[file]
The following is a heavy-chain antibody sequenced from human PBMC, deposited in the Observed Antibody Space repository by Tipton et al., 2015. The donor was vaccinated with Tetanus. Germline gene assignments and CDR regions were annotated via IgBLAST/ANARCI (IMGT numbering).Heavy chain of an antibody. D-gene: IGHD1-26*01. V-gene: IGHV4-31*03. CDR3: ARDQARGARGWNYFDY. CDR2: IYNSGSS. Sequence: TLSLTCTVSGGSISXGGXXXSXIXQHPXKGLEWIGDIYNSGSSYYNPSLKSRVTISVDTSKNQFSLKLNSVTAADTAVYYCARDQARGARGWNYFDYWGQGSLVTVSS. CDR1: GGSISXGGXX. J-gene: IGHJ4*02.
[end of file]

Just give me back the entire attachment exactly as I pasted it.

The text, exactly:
The following is a heavy-chain antibody sequenced from human PBMC, deposited in the Observed Antibody Space repository by Tipton et al., 2015. The donor was vaccinated with Tetanus. Germline gene assignments and CDR regions were annotated via IgBLAST/ANARCI (IMGT numbering).Heavy chain of an antibody. D-gene: IGHD1-26*01. V-gene: IGHV4-31*03. CDR3: ARDQARGARGWNYFDY. CDR2: IYNSGSS. Sequence: TLSLTCTVSGGSISXGGXXXSXIXQHPXKGLEWIGDIYNSGSSYYNPSLKSRVTISVDTSKNQFSLKLNSVTAADTAVYYCARDQARGARGWNYFDYWGQGSLVTVSS. CDR1: GGSISXGGXX. J-gene: IGHJ4*02.